If Stephen King is the master of horror, then Roald Dahl is the master of storytelling. I used to love this story and that’s why I chose this film for this week’s Sunday Night Movie Night:
Synopsis: A young boy, Luke, loses his parents and thus lives with his grandmother, who tells him all about real witches. The grandmother comes down with what is called a “mild form of diabetes” and is recommended to spend some time at sea. She and Luke depart for a holiday in a special beach resort, where, coincidentally, the Grand High Witch has just arrived for her annual witch meeting in England. Luke and his grandmother accidentally find out the witches’ evil plan to turn all British children into mice, and take on the challenge of stopping them.
This movie lasts for about eighty minutes. That’s not very long, and so there is a high pace in which the story moves forward. It’s kind of a shame, because it’s a good, fun tale. Mister Dahl, like I said, was one of the best (if not the best) storytellers ever, so I am convinced they could have gotten more out of this movie. But maybe I shouldn’t be too hard on a film that’s clearly meant for a younger age group than the one I belong to.
I remember seeing it for the first time when I was around… what, ten? I was in school, and our teacher had finished reading us the book. Bit by bit, every week, the story was told. And it fascinated me, I loved it! So when we were set in front of a TV screen, I couldn’t help but love the film all the way through as well.
Eighteen years later I still loved it.
I LOVE THE GRAND HIGH WITCH! Omg, she’s über! Über funny, über evil, über well dressed, über everything! She’s so much into her role, I think she loved every second of playing this evil character, and it shows!
Apart from a few dozen evil witches (and I swear a few men who were badly dressed in order to resemble badly dressed women/witches), there was one good one. Typically, she walked around in white clothes instead of black, and she was nice enough to undo the evil spell Luke was under.
Why on earth she turned into a good witch is beyond my knowledge. Probably because she spent years being the Grand High Witch’s personal assistant/slave, and got so frustrated she decided to go do her own thing instead.
Or maybe she was so relieved she was spared from eating the poisoned soup in the final scene (in which all other witches literally get a taste of their own medicine), she had an epiphany and decided to become a good woman. Whatever reasons she had, they were not made very clear. So one can only guess.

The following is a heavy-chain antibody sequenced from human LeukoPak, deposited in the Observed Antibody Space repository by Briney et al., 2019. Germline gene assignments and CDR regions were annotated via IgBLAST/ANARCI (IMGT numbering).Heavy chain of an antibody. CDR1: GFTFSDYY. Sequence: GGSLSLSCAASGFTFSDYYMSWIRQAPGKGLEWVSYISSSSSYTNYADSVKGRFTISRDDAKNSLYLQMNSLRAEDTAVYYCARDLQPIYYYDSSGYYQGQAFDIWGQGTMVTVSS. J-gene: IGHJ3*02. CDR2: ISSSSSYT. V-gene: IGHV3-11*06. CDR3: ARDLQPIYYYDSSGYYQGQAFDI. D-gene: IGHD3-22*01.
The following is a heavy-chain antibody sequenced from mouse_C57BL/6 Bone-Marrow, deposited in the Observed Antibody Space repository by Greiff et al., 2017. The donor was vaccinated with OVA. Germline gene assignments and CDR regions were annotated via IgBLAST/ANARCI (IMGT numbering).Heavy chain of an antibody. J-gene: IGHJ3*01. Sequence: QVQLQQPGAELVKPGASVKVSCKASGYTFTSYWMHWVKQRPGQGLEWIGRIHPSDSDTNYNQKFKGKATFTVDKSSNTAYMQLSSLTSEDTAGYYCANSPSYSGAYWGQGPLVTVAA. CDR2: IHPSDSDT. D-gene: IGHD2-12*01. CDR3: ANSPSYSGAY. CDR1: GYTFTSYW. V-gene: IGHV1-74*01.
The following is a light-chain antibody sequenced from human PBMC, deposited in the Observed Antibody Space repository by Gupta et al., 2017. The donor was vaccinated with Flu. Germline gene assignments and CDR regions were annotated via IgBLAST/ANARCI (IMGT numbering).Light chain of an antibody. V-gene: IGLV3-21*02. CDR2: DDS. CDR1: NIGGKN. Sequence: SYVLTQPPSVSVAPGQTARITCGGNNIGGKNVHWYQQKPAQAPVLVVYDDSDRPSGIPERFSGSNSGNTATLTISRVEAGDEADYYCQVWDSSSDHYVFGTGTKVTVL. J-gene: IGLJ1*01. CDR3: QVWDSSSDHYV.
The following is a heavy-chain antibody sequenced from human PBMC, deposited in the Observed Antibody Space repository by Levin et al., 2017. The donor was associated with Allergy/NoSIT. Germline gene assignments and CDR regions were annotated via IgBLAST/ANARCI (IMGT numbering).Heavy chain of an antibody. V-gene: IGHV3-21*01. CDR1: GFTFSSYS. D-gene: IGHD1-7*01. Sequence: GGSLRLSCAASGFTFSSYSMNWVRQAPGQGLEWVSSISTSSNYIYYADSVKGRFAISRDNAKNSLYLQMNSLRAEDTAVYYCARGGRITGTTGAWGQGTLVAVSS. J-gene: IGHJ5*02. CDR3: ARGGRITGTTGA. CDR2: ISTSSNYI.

Despite being short, this film did include some scenes that weren’t necessary. Why do we need to know Rowan Atkinson (aka the Hotel Owner) and one of his maids are having an affair? Or that said maid grows mouse hairs on places where she shouldn’t have dabbed herself with what she thought was perfume anyway (perfume she “borrowed” from a guest, who just happened to be the witch of all witches – talk about karma). It seems a bit like putting a lot of effort into creating redundant scenes, only to provide a small giggle (or to teach us stealing is wrong, even if you steal from a bad person).
After watching The Witches again there’s three things I conclude:
- I still love Roald Dahls’ stories, it’s like entering a different world when engaging his work
- I have GOT to get myself this book!
- Never let Rowan Atkinson run a hotel; no good can come of it! Period.
There’s not much else to say about The Witches. It’s a short movie, but it’s a good, nostalgic feeling that’ll creep over you.
The story begins with Luke and his parents visiting Luke’s grandmother in (I think) Norway, where she tells her grandson all about witches. She explains the ways to distinguish whether a normal looking woman is a witch or not; if their eyes have a purple glint, or they hold their noses when a child passes them in the streets, it’s a witch. Her shoes will be practical rather than beautiful, because a real witch has no toes and cannot wear pointy shoes. She’s also bald and wears a wig, but it causes skull rash and she’ll be itchy all the time.
Luke is semi-convinced these stories are real, until he’s moved to England with his grandmother (after his parents die) and he’s up in his tree house when a random woman starts to talk to him. She tries to lure the boy down with a pet snake and, when that fails, a bar of chocolate (well, that’s only logical, isn’t it?). But the moment she puts down her sunglasses and glances up at Luke he knows exactly what’s up:
This is the one scene I never forgot. It had quite an impact on me as a child, for this is the moment me and my ten-year-old classmates, together with Luke, realized witches are real!